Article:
Citridiol is an extract of the leaves of Corymbia citriodora (Myrtaceae), the lemon eucalyptus, and mostly consists of p-menthane-3,8-diol isomers. The effectiveness of this extract as a repellent against land leeches of the genus Haemadipsa (Haemadipsidae), primarily H. sylvestris, was tested in the laboratory and field, in Peninsular Malaysia. The formulation tested, Mosi-guard Natural spray, contained 40% (w/w) Citridiol in a base of ethanol, water and isopropanol. In the laboratory test, specimens of H. sylvestris that were placed within moist, untreated arenas enclosed by treated paper rings made numerous attempts to cross the rings but were prevented or delayed from crossing over, in a dose-dependent manner. Mortality was high among the leeches that attempted to cross over the paper rings that had been sprayed to saturation point but low among the leeches that attempted to cross over paper rings that had only been partially treated, with a droplet-spray. The field study was carried out using indices that were formulated to reflect the severity of leech attack and the degree of repellency. Heavy or moderate spraying of footwear and trouser legs (tucked into socks) not only gave complete protection against bites by H. sylvestris and H. picta but also provided high enough repellency to keep the treated footwear virtually free of leeches. Even a light spray greatly reduced the numbers of leeches on footwear and delayed their progression toward biting the test subjects, although it failed to prevent bites completely. There was no decline in the repellency of the Citridiol when hourly assessments were made over a 6-h test period in the field. The results of the study show that Citridiol is highly repellent as well as toxic to leeches, and can be effectively used to prevent leech bites in the field.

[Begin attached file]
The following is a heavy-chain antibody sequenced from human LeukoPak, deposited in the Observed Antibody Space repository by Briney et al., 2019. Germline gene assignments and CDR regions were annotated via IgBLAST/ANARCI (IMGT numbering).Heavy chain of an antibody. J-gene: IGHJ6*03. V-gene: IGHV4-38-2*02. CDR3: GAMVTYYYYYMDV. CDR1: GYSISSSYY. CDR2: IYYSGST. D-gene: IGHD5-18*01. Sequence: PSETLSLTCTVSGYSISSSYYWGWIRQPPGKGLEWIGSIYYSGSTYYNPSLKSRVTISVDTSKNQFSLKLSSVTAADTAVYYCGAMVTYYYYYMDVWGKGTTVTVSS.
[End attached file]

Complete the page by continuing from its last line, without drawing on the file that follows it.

Histochemical demonstration of acid phosphatase activity in microfilariae gives sufficiently characteristic and consistent results for the differentiation of even closely related species. No difference could be detected among nocturnally periodic, nocturnally subperiodic and diurnally subperiodic Brugia malayi, but they could readily be distinguished from B. pahangi. Similarly, Dirofilaria repens could be readily distinguished from D. immitis and B. booliati from B. sergenti. The enzyme distribution pattern of a Malaysian rural strain of Wuchereria bancrofti was different from those of other regions.
Serum was collected from six adults participating in a field trial of sulfadoxine and pyrimethamine in combination which was being administered once monthly for malaria suppression. Samples were drawn during each of two consecutive months three hours, and 7, 14 and 28 days following a dose of 1 500 mg sulfadoxine. Serum sulfadoxine concentration was measured using the method of Bratton and Marshall (1939). Initial serum concentrations averaged 19-9 plus or minus 2-4 (SD) mg/100 ml and decayed to 6-2 plus or minus 2-8 mg/100 ml at 14 days. Serum sulfadoxine concentrations were still detectable at 28 days following a dose (2-1 plus or minus 1-5 mg/100 ml). Elimination half-time averaged 195 plus or minus 44 hours. The presistent serum concentrations of sulfadoxine following monthly doses documented here during field-use of this drug are in agreement with the successful clinical results reported for such a regimen (Lewis and Ponnampalam, 1974; O'Holohan and Hugoe-Mathews, 1971; Wolfensberger, 1971).